Meeting the MSA market

25 November 2016

Beef producer Geoff Roberts has the needs of the consumer at the heart of his Meat Standards Australia registered Murray Grey herd.

Geoff, who runs the 1,600ha property 'Wingelo' at Wagga Wagga, NSW with his wife Gaye and son Tim, was one of the early adopters of the MSA program. In the past two-and-a-half years, 95% of the Roberts' cattle were MSA compliant when processed, with an average MSA Index of 61, above the national average of 58.5 for grassfed cattle in 2015-16.

“It’s just a matter of talking to the processors about what they need, where we might be coming up short and doing something about it," Geoff said.

“A better understanding of what makes a good end product can only help the producer, the processor and most importantly the consumers as well as the cattle industry as a whole.”

The self-replacing Murray Grey herd forms 75% of the operation, with lamb, wool, grain and hay making up the difference.

Steers are grown out to meet a 300-320kg carcase specification for sale direct to processor Teys. Here are Geoff's strategies to consistently reach MSA standards.

Genetics

Constantly aiming for above average MSA Index scores, Geoff said improved genetics would take his family’s herd into the future. “There’s always room for improvement, when you stop improving that’s when you slip back,” he said.  More recently bulls have been selected for improved eye muscle marbling and rib fat coverage.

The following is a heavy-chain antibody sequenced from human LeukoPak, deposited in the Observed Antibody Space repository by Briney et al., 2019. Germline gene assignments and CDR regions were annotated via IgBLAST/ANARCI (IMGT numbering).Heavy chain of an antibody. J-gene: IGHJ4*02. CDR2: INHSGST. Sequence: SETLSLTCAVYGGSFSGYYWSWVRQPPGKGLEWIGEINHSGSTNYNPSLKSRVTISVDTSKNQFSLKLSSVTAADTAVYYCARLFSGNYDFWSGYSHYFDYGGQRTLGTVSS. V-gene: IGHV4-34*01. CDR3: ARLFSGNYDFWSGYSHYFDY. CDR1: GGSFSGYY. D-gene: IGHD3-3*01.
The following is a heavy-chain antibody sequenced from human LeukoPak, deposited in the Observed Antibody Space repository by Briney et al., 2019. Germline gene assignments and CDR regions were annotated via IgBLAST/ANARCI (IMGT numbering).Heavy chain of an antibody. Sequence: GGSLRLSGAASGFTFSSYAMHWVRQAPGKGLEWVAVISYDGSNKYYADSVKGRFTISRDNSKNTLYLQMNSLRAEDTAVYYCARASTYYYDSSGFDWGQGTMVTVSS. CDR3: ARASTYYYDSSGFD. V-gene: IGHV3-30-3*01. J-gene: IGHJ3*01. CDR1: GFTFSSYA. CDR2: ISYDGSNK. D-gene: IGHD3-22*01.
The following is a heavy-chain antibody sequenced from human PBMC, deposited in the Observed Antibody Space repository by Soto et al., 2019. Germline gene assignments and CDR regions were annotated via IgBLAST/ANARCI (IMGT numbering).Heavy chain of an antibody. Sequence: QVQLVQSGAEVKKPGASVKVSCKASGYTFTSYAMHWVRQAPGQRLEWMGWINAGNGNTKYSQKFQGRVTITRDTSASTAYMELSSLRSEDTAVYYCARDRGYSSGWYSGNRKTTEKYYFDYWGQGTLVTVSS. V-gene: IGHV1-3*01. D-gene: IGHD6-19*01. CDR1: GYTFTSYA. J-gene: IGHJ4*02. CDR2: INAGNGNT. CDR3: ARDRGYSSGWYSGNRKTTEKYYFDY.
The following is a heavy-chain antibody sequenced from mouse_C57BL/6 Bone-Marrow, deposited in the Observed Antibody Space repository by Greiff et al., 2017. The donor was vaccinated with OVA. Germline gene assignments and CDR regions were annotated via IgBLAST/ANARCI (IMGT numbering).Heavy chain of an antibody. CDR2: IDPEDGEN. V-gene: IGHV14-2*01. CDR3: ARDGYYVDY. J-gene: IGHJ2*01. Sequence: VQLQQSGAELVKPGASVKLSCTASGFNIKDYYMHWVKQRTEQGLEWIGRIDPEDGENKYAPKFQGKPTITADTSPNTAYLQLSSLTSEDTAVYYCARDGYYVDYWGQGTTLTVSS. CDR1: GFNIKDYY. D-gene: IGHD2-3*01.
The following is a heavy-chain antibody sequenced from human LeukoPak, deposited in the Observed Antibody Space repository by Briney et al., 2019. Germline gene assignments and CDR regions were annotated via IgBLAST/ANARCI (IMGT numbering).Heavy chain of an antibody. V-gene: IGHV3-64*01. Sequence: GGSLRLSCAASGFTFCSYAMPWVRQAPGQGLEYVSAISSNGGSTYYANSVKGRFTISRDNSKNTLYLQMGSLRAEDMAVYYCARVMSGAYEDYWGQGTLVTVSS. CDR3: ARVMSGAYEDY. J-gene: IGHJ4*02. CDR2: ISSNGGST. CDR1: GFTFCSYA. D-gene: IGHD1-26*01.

Breeder management

“The profitability of our herd is based on fertility,” Geoff said. Selected heifers are retained for breeding. All females are preg-tested as the Roberts don’t retain empties or cows after their fifth calf.

Cattle care

“Welfare has always been a top priority for us, obviously well-fed, placid cattle are going to score better on the MSA Index and eat better for the consumer," Geoff said. “We know there’s a growing market out there for grassfed cattle, and consumers want to know they’ve lived a healthy, contented life."  The enterprise is also Pasture Cattle Assurance System accredited.

Behaviour

“If the cattle don’t have a good temperament they’ll fall down and give high pH meat,” Geoff said. Training begins early as the Roberts feed calves silage for at least two weeks while they’re still on their mothers, before weaning them in a paddock with limited pasture. “This way, they get used to us being around while they’re still young,” Geoff said.

To predict the potential impact of production changes on your scores visit the MSA Index calculator.

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